P. DAVID EBERSOLE’S “HIT SO HARD”
Screening Times: Tuesday March 15th, 9:15pm (Alamo Ritz 1), Friday march 18th, 7:00pm (Vimeo Theater)
A veteran director and producer of cable television (Wicked Wicked Games, Desire), P. David Ebersole’s rock doc Hit So Hard is a typical booze-and-drug-filled profile of his friend and collaborator Patty Schemel, the original drummer for the seminal grunge band Hole, who fell on hard times after the always controversial rock band’s heyday.
Filmmaker: How did you first conceive of Hit So Hard?
Ebersole: My friend Patty Schemel brought me a gold box, filled with 40-plus hours of never-before-seen video footage from when she was on tour with her band Hole. She shot the tape on Hi-8 and was afraid it would disintegrate soon, so she came asking for advice about how to best preserve it. Soon, the two of us were transferring the tapes and watching the footage together. Patty, a great raconteur, began telling me her very personal and sometimes harrowing story. And the seed of the documentary was born. I’m a narrative filmmaker so when I told Patty she might have a documentary on her hands, I had no intention that I would be the one who would helm it. But Patty and her wife Christina Soletti, a close friend of ours and a producer in her own right, came back and said they needed and wanted someone in the family they could trust to do it justice. My husband/producer Todd Hughes and I spent the next few years interviewing Patty’s band-mates including all the members of Hole (Melissa Auf der Maur, Eric Erlandson and Courtney Love), friends, fans, social critics and other women drummers to craft what has become Hit So Hard: The Life & Near Death Story of Patty Schemel. So this film is literally a family made film: with Todd and I doing the heavy lifting, Christina finessing all of our access, and Patty’s best friend Roddy Bottum writing the score. Everyone working on or appearing in it did so out of love for Patty and a belief that telling her story, now, was important and necessary. It was the definition of a “labor of love.”
Filmmaker: What were your biggest challenges when constructing the film out of all that material?
Ebersole: This movie was beyond low budget, it was literally out-of-pocket. So the largest challenge we faced was finding an editor. I come from narrative where you bang out a director’s cut in 8 weeks and finish it all up in another 4 weeks. Even if you have to beg for favors, it’s only a couple of months. This movie took a full year to cut. There isn’t a friend alive that can give you that amount of time. So I had to go back to my roots and teach myself how to cut again. I was head of post production at both NYU and USC film schools and I worked as a video editor once upon a time, but when I started it was flatbeds and ¾” linear systems. When things transitioned to non-linear, I learned the basics but from that time on I worked with editors. To keep Hit So Hard moving forward, I decided to rough in the scenes and the structure, always thinking eventually I would turn it over to someone else. Every time we got someone to say they could hop on, they’d get some awesome full paying job. Patty shot so much amazing archival footage and people told so many great anecdotes in the interviews, that our first cut ran over four hours. I won’t say it was boring but it certainly helped the few people we subjected to it get a little shut-eye. “Think of the DVD extras,” we would say as things got eliminated and Patty’s story shone though more and more. I just kept cutting and cutting and honing until we one day showed it to friends who were now fully engaged and quoting lines from the movie back at us, and Todd and I looked at each other and said, “Hey! It seems to be done.”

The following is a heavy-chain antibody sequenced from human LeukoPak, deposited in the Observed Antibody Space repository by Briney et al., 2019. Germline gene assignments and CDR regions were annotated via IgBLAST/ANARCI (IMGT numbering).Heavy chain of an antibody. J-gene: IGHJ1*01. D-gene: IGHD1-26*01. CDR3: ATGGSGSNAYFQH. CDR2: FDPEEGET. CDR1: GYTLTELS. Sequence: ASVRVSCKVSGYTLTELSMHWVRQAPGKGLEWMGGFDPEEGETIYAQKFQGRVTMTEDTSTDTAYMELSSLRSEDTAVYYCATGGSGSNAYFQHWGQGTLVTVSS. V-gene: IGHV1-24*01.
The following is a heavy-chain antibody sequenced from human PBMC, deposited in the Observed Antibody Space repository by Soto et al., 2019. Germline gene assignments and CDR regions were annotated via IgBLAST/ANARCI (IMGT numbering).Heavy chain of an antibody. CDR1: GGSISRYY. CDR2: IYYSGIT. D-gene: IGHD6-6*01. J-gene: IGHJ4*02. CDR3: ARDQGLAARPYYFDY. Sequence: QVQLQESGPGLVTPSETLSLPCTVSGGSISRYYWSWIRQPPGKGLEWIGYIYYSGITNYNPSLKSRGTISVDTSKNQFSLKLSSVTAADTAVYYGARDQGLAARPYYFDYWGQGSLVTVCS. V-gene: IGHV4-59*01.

Filmmaker: Where were you and how did you react when you were told you’d been accepted to SXSW?
Ebersole: We had a unique path to SXSW because we were finishing the film as we were applying. They sent us a lovely note, telling us they loved the movie and were looking for a spot for it but had to grid out the fest before they could commit. READ: “You’re not done! Please let us know when you finish!” So the closer we got to finishing the higher our hopes got that we would get a slot. On the day we thought we would hear yes or no, Todd and I had our iPhones on constant alert. We finally relaxed and went to lunch and as the food was being served, Todd hit check mail one more time. His eyes went wide and I knew. It was the news.
Filmmaker: Are you planning to do any DIY promotion or distribution with the film?
Ebersole: We would love to let some big huge company release the movie into six billion multiplexes at once, worldwide, throughout the universe in media now existing or net yet invented. Converting it to 3-D. So in other words, yes. The world of distribution has changed so much. Once upon a time we went to festivals with our movies, hoping to get “bought” by “Miramax” for “$X millions” of dollars. Now, being “bought” means 100 different things and you have to be prepared to parcel out your rights. As my (genius) friend Effie Brown recently said to me, “It isn’t a sprint, it’s a run.”
Filmmaker: Any other projects in the pipeline?
Ebersole: How do you top a rock & roll documentary, filled with the ups and downs of life-threatening addictions, about the openly gay drummer of Courtney Love’s Hole? How about The Devil Made Her Do It, a true-life narrative (based on rumor and hearsay and the tabloids) about the relationship between Hollywood bombshell/confirmed genius Jayne Mansfield and the sexy but married Anton LaVey, head of the church of Satan? The script Todd and I have written asks the burning question: was wild acid-loving Jayne spinning out of control before her tragic death in 1967…or did the Devil make her do it? We want Christina Hendricks from Mad Men to play the tit-u-lar role (Jayne’s joke, not mine).